Joined: Nov 2005
Thu Feb 03, 11 10:52 PM
Originally posted by: bojan
Originally posted by: spv205
I don't believe its used for derivatives pricing, where you want rock solid performance, managing 1000s of trades in a fixed well defined process.. (eg end of day runs, Value at Risk etc)
I believe its mainly used for algo /quantitative trading, where you are keen to prototype new strategies, and constantly tinkering with old strategies/ fine tuning etc.
These uses sound about right but I don't think the reasons are. If you are doing algo/quantitative trading than you really need to have 100% confidence in your implementation -- if something goes wrong you lose real money right away. If the risk runs look a bit funny or don't go through, that is a bit of a problem for the management but you've not crystalised any losses. For Algo, people sometimes prototype in Python and then hand over to Java programmers for implementation.
I think one of the reasons are is that people who do risk systems haven't yet caught up with Python, and risk/pricing systems have a lifecycle of many years and so change rather slowly.
But there is an interesting point here -- writing large systems in Python is quite different from little programs and scripts. I've found that when you have more than about three people working on a large Python project it becomes quite tricky and requires a great deal of discipline and the right skill- and tool-set. So, large Python projects are not always an unqualified success.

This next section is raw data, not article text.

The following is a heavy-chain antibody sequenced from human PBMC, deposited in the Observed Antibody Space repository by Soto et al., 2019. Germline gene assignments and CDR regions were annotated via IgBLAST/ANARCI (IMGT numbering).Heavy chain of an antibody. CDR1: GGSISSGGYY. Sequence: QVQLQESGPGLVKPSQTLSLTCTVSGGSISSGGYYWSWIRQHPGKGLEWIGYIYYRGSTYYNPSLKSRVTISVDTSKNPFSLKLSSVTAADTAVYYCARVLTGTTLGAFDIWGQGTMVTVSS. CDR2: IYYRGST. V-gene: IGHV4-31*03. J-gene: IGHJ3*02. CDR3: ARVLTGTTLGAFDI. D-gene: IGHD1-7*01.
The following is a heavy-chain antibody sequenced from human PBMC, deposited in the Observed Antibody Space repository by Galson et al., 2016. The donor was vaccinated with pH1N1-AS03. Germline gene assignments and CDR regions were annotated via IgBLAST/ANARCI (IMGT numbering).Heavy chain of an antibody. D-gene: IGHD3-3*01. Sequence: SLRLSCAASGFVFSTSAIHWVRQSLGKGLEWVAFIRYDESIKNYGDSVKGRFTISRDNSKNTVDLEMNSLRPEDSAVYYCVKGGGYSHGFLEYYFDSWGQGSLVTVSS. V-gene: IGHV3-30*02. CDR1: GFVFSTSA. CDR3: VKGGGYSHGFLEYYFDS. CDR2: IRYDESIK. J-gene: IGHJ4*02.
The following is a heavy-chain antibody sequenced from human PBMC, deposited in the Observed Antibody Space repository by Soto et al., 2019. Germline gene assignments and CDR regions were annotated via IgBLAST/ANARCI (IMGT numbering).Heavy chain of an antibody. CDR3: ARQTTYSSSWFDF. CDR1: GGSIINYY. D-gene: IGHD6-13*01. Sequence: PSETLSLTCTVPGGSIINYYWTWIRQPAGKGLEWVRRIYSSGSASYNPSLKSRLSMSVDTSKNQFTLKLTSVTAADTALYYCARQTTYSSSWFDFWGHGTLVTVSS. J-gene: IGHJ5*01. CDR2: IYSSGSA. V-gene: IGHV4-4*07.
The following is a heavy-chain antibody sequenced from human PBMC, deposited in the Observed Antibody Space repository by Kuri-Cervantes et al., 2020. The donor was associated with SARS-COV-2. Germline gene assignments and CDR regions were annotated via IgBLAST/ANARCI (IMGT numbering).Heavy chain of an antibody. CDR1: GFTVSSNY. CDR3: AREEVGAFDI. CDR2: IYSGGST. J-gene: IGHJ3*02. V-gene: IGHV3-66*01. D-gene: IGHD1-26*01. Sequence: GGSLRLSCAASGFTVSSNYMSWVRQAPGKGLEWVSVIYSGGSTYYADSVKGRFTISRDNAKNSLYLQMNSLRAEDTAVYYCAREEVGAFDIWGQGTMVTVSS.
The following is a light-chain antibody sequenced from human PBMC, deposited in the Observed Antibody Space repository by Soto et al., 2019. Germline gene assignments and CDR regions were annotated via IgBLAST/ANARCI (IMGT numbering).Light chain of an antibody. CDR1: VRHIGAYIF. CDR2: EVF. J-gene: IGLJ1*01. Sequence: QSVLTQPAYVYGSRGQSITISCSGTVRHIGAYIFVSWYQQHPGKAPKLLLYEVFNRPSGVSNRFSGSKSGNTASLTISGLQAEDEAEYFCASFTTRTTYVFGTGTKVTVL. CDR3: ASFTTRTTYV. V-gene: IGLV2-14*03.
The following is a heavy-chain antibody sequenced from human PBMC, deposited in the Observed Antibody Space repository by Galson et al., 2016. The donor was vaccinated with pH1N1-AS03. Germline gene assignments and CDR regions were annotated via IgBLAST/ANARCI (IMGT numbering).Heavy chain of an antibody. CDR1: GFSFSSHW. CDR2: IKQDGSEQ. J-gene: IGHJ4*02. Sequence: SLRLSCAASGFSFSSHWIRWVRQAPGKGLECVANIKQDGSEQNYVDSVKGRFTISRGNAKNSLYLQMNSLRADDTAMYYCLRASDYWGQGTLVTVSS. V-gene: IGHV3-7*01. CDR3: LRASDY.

Python is easy to learn (in fact, it was originally designed partly with that end in mind). I personally find it very pleasant to use. Lots of others feel similarly and consequently there was a vogue 5-10 years ago for using it as a ready-made scripting environment and yoking it to C++ in-process.
Sadly this ended in tears everywhere I saw it done.
The problem was that python and C++ object lifetimes and typesystems do not align perfectly and so there is a fair bit of finesse involved in joining the 2 languages correctly - to the extent that I have never actually seen it done well.
Also, you start off getting seduced by the (extreme) ease of interfacing Python and C-style languages, but then the effort of shipping an embedded runtime kicks in - and what if there is another python engine in-process? Perhaps this is something Python offers more options on nowadays though.
Those looking for a non-C++ way of scripting now seem to be more looking at purely functional languages, perhaps Haskell, accessed via cross-process calls. Personally that's a route that I'm keener on following myself nowadays too if I had to do something now.
But I am working on other things than quant libs nowadays and so am holding out for something that can combine imperative and functional approaches well. God only knows when that will turn up.